What I learned in Vegas...
A funny thing happened to me in Las Vegas last week. No, it's not what you're thinking! It's not really about clear-headed thinking at all. It's about some fuzzy thinking that replaces coherent understanding about preventing crime.
I've said before the CPTED and Design Out Crime folks don't talk much about the theories behind their work. A few of those thorny theory issues showed up in my blogs last year, such as ROTO (Research-On-The-Obvious).
There is another side to that coin. I'm referring to the fuzzy thinking of some academicians who study crime-and-place and their kin (crime mappers, police crime analysts).
Let's remember the main purpose of theory, at least in the empirical sciences, is to provide a plausible and testable explanation of why something happens, in this case crime. Events surrounding that explanation - where and when crime occurs - are merely descriptive symbols of the main event, not the actual theory that explains "why" the event happens in the first place.
From this point of view, CPTED and Design Out Crime have very few actual theories - only descriptive symbols.
DOES IT MATTER?
Descriptive symbols are useful. Describing where malaria starts killing people may help us isolate the outbreak and target treatment. Symbols may point us in the right direction toward explanation. But they do not explain the biology of malaria - and that is what kills us! Mosquito nets may help us and we need them. Ultimately, we need to be working toward a cure. We mustn't rest with nets. Same with crime.
What about gambling, casinos, and sin-city?
As I walked around Las Vegas last week I began thinking about all the casino's, the craziness, and all the activity. In Advanced CPTED there is something called "crime generators". These are locales in the city that tend to generate crime opportunities. Large casinos fit the crime generator tag. If mappers scoured the crime patterns, no doubt they'd find lots of hotspots with pick-pocketing, assaults, drug dealing, and fraud in and around the casinos. Or perhaps casino security displaces it to venues just outside the Strip? Either way, no doubt someone would come up with a "theory of casino crime locations", which isn't really a theory at all.
This is exactly what happened with the Broken Windows "theory". Crime went down in New York. Unfortunately for Broken Window Theory, as Professor Zimring showed in his book, The Great American Crime Decline, crime went down in places with no Broken Window programs. That's because descriptive symbols won't really stop crime in the long run. Only prevention based on sound theories can do that.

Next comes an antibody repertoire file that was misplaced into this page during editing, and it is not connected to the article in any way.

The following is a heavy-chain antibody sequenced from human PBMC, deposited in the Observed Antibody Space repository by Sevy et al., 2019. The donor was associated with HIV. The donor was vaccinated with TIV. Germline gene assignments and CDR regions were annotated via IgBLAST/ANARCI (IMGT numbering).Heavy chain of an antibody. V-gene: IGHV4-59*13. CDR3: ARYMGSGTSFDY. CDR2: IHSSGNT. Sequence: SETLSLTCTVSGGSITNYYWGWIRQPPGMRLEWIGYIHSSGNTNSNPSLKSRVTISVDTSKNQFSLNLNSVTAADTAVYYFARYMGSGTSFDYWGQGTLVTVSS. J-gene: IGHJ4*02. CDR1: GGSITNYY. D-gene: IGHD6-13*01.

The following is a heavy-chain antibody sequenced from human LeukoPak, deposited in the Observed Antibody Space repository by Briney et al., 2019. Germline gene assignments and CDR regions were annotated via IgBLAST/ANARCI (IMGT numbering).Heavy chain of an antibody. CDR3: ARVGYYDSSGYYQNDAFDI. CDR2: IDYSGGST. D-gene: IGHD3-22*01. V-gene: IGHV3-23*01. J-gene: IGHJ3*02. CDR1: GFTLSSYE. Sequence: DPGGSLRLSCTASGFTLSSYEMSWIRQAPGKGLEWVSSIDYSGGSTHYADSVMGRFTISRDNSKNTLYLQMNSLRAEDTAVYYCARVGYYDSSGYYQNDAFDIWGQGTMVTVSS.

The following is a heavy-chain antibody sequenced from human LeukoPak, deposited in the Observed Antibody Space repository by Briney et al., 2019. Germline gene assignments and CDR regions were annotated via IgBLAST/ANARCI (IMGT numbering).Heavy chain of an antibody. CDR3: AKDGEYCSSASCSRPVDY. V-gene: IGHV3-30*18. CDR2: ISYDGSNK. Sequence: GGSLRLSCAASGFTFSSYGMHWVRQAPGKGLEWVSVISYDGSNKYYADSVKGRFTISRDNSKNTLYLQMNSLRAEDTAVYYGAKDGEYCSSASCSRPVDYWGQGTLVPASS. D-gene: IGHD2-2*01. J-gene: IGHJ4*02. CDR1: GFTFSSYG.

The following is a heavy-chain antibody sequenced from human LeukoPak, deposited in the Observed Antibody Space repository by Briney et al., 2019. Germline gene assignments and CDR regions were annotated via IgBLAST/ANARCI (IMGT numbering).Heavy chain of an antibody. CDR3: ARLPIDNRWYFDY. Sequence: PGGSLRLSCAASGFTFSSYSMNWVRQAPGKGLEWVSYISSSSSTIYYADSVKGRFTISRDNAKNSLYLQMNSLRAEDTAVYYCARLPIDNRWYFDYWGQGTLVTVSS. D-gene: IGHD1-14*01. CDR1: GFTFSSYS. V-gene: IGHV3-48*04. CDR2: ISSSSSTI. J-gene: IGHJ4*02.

Yes, theories matter.
Does that make casino's crime generators? Casinos no doubt "generate" direct and indirect crime. But if we could calculate per capita crime rates around casinos, would they be any more crime-prone than other high activity places?
Do activity generators = crime generators?
Probably not in the case of large political rallies (except if you find yourself in Thailand this week). How about in the case of large football games with thousands of drunken fans? Those probably do generate similar (or more) assaults, except if we limit alcohol sales and the home team wins.
That's the problem with descriptive symbols versus real theory. They tell us something about where, and little about why.
THE CASINO CRIME GENERATOR?
It might be simple to conclude sin-city Vegas is also crime city. But FBI crime stats don't show that. We can argue all we want about unreported crime, gambling impact on family life, and so forth (those things are true and serious). Yet according to the 2008 FBI crime rates, Las Vegas wasn't even in the top 20 cities for total violent crime nor in the top 50 for total property crime cities.
So much for crime generators.
Personally, I'm no fan of the Strip in Las Vegas. There are no doubt many tragic realities that arise in that famous (infamous?) epicenter of self-absorption.
Whatever those realities, we must not confuse descriptive symbols that plot when and where with actual theories explaining why crime happens. Descriptive symbols may help us target crime and temporarily reduce it with 1st Generation CPTED and Design Out Crime. But they won't help us prevent it in the long run. Nor will they replace proper and robust theories that help us build safer places - including entertainment meccas like Vegas - in the years to come.